- The Empire Club of Canada Addresses (Toronto, Canada), 7 Jan 1954, p. 133-145
- Jones, Stanley N., Speaker
- Media Type
- Item Type
- Being fortunate enough in Canada to be able to take for granted our daily bread. The history of wheat and a little of the history of the development of the wheat producing industry in Canada. The place of Canadian wheat production in the economy of the British Commonwealth and in the western world. Calling our attention to several points with respect to wheat marketing which the speaker regards as truths and which have great significance for all Canadians. The very romantic history of wheat. Wheat first in Canada in 1605. Early production. The first shipment of wheat from Western Canada. Some statistics on development in Canada, and the situation in other countries. Canada's position as the most important exporter of wheat becoming vulnerable. Production figures. The market for wheat. Increasing competition. The Wheat Agreement: who participated and who did not. The speaker's conviction that it is futile to artificially set the price of wheat or any other commodity, and why. The two schools of thought in connection with this matter. Consumption as the surest cure of surpluses. Realistic acceptance of price declines. Recognizing the right of industrial workers and other wage earners to state-sponsored unemployment insurance schemes, minimum wages, and the like, and therefore the need to recognize a similar right for agriculturalists. Providing this protection in such a way that production can be disposed of at the best price obtainable while avoiding the creation of burdensome surpluses. Several points which the speaker regards as truths with regard to this subject. What should be done in Canada to regain and maintain our leadership as the world's principal exporter of wheat. Guarding against the creation of burdensome wheat surpluses such as those which developed under previous attempts to withhold supplies from market in order to influence prices. Individual freedom created on the basis of constitutional democracy, civil and religious liberty, and private competitive business placed in jeopardy by statism and by government monopoly. The danger to individual freedom from the growing intervention of government in business, even to the extent of depriving the individual farmer of freedom of choice in determining how he will market his own wheat production.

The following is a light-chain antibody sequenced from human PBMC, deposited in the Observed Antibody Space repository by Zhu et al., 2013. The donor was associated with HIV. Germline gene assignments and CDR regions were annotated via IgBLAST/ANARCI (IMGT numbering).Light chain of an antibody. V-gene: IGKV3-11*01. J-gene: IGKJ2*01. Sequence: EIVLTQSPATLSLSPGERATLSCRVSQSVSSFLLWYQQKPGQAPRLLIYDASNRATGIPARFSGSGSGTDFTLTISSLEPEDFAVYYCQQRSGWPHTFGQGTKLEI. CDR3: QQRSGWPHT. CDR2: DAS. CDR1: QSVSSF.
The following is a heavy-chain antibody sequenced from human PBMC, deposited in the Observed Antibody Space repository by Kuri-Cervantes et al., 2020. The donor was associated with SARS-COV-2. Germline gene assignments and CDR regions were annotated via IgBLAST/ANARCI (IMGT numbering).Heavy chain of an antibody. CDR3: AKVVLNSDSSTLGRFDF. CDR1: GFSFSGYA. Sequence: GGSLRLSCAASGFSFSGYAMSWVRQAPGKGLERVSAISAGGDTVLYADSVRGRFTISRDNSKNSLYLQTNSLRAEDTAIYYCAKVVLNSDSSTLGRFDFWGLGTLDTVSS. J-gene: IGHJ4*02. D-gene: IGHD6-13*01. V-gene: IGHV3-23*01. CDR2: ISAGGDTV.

- Date of Original
- 7 Jan 1954
- Language of Item
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- Full Text
- "THE BRITISH COMMONWEALTH AND CANADIAN WHEAT"
An Address by STANLEY N. JONES President, Winnipeg Grain Exchange
Thursday, January 7th, 1954
CHAIRMAN: The President, Mr. A. E. M. Inwood.
MR. INWOOD: "The British Commonwealth and Canadian Wheat" is the timely subject chosen by our guest speaker today. The present wheat surplus in Canada can seriously effect not only the farmers and the grain people but our entire Canadian economy and that is the particular reason why we invited the President of the Winnipeg Grain Exchange at this time to come to this club from Winnipeg and talk to us about this vital international problem.
The public knows very little about the possible national effect of this wheat glut, but we do remember the surplus and government wheat hold-over of 1928 and its results in 1929 and we hope our honoured guest will enlighten us on today's conditions and what we may expect in 1954 and 1955.
Mr. Stanley N. Jones is one of the most qualified persons in Canada to talk to us on the "Wheat situation". He was born about 60 miles from Winnipeg in Roland, Manitoba in 1893. At the ripe old age of 19 he commenced his grain career by joining the Saskatchewan Cooperative Elevator Co. and then the N. Bawlf Grain Co. Ltd. In 1921 he founded his own business as a cash grain broker which he still conducts in Winnipeg.